Australian Journal of Primary Health Australian Journal of Primary Health Society
The issues influencing community health services and primary health care
RESEARCH ARTICLE

Why do we not use trained interpreters for all patients with limited English proficiency? Is there a place for using family members?

Ben Gray A C , Jo Hilder A and Hannah Donaldson B
+ Author Affiliations
- Author Affiliations

A Department of Primary Health Care and General Practice, Wellington School of Medicine and Health Sciences, PO Box 7343, Wellington South, University of Otago, Wellington 6021, New Zealand.

B Porirua Union and Community Health Service Inc, 221 Bedford Street, Cannons Creek, Porirua 5024, New Zealand.

C Corresponding author. Email: ben.gray@otago.ac.nz

Australian Journal of Primary Health 17(3) 240-249 https://doi.org/10.1071/PY10075
Submitted: 15 October 2010  Accepted: 24 February 2011   Published: 5 September 2011

Abstract

Australia and New Zealand both have large populations of people with limited English proficiency (LEP). Australia’s free telephone interpreter service, which is also used by New Zealand through Language Line (LL) but at a cost to the practices, is underused in both countries. Interpreter guidelines warn against the use of family members, yet the lack of uptake of interpreter services must mean that they are still often used. This paper reviews the literature on medical interpreter use and reports the results of a week-long audit of interpreted consultations in an urban New Zealand primary health centre with a high proportion of refugee and migrant patients. The centre’s (annualised) tally of professionally interpreted consultations was three times more than that of LL consultations by all other NZ practices put together. Despite this relatively high usage, 49% of all interpreted consultations used untrained interpreters (mostly family), with more used in ‘on-the-day’ (OTD) clinics. Clinicians rated such interpreters as working well 88% of the time in the OTD consultations, and 36% of the time in booked consultations. An in-house interpreter (28% of consultations) was rated as working well 100% of the time. Telephone interpreters (21% of consultations) received mixed ratings. The use of trained interpreters is woefully inadequate and needs to be vigorously promoted. In primary care settings where on-going relationships, continuity and trust are important – the ideal option (often not possible) is an in-house trained interpreter. The complexity of interpreted consultations needs to be appreciated in making good judgements when choosing the best option to optimise communication and in assessing when there may be a place for family interpreting. This paper examines the elements of making such a judgement.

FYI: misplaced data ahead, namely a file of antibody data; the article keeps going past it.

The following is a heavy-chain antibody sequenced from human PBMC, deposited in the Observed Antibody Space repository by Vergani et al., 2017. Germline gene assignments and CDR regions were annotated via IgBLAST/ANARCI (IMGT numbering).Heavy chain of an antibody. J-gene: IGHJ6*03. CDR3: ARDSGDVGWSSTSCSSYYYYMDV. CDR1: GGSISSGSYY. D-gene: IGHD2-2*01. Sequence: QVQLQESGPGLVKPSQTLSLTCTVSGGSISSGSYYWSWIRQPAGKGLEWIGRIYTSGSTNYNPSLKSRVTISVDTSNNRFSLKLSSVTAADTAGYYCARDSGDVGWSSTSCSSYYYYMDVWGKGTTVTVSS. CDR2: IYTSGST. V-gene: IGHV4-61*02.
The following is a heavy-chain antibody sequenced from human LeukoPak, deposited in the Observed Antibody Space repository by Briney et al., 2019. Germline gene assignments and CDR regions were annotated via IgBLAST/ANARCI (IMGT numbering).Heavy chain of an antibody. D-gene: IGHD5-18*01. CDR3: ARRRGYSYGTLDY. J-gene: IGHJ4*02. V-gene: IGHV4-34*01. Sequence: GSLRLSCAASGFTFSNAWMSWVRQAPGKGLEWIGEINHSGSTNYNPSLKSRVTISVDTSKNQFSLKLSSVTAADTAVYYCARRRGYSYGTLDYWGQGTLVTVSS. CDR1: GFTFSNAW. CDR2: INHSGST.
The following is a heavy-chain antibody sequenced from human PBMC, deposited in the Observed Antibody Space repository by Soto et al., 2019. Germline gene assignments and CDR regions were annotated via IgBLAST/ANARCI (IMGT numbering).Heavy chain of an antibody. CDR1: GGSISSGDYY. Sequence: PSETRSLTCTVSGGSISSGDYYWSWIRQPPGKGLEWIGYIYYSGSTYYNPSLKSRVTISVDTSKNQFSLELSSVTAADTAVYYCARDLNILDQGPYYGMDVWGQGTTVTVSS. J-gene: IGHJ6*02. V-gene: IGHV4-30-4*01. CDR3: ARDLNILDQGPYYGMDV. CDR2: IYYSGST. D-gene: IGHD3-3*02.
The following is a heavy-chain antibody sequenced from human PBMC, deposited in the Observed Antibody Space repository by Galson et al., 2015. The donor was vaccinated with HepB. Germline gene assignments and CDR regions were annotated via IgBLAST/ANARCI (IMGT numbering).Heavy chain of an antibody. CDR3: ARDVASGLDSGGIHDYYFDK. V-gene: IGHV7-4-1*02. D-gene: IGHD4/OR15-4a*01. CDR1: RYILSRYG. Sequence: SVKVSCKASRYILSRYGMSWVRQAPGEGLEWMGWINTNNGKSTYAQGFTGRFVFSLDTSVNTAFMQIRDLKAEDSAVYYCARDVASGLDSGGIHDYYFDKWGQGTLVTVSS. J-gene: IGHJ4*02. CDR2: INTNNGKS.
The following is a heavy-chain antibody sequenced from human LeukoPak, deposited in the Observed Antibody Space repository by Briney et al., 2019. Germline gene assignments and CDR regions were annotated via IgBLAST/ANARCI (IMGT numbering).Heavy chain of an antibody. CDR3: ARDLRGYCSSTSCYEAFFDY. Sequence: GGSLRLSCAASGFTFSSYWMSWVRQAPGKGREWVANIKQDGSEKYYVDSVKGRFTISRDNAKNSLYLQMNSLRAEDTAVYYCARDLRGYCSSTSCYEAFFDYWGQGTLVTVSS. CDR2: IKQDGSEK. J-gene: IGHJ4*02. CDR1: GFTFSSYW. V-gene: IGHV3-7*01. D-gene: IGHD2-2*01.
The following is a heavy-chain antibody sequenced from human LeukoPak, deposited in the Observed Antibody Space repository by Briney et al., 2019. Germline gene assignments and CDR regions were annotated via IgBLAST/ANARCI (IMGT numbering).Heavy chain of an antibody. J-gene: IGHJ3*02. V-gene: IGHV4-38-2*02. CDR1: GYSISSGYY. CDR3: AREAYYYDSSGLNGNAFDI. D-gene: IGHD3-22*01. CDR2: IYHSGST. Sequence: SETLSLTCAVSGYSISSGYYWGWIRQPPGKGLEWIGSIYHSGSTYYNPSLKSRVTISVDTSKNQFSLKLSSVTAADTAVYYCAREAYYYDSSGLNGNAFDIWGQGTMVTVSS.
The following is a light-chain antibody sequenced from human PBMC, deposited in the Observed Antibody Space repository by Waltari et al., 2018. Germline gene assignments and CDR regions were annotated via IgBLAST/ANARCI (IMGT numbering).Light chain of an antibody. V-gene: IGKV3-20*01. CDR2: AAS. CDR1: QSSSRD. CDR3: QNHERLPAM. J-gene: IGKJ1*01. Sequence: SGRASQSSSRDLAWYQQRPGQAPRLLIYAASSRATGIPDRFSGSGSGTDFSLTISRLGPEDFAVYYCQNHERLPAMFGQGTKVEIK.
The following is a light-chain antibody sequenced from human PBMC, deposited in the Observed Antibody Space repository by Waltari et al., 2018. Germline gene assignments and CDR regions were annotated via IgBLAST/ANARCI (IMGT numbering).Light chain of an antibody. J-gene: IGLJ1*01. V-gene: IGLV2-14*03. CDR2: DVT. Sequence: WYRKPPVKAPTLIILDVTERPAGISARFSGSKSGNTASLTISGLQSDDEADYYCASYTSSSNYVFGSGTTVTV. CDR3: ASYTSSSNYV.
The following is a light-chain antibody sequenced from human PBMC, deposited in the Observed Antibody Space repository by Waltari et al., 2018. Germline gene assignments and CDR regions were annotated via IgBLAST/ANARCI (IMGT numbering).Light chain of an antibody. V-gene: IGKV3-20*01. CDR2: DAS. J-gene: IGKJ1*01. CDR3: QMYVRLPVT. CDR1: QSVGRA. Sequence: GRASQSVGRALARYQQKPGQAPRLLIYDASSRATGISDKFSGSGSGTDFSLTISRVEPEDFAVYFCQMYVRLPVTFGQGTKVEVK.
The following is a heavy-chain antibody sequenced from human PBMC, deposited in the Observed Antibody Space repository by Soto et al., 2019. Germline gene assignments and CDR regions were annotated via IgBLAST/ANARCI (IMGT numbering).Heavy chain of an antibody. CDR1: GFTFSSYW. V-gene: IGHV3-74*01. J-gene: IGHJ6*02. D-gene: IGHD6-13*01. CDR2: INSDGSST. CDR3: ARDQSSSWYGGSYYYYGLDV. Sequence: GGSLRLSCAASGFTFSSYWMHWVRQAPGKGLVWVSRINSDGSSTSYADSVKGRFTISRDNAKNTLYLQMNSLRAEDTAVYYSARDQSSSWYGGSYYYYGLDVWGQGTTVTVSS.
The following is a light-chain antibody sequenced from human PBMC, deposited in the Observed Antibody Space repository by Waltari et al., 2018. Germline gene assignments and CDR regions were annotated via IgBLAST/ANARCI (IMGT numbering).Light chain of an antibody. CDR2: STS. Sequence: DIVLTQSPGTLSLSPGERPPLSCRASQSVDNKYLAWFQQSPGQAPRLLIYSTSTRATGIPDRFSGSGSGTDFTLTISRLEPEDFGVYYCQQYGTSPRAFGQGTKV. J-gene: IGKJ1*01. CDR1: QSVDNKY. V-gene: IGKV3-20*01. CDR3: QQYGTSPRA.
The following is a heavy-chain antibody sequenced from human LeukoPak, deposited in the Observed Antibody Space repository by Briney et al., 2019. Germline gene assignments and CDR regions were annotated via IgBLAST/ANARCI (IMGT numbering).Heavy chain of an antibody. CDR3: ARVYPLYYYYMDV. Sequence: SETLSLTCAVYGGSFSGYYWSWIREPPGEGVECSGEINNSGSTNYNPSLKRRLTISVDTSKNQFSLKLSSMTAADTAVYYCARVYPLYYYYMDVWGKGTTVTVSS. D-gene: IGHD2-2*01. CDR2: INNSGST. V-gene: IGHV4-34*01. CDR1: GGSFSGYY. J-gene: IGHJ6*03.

Additional keywords: care of limited English proficiency patients, communication barriers, interpreter services, translating.


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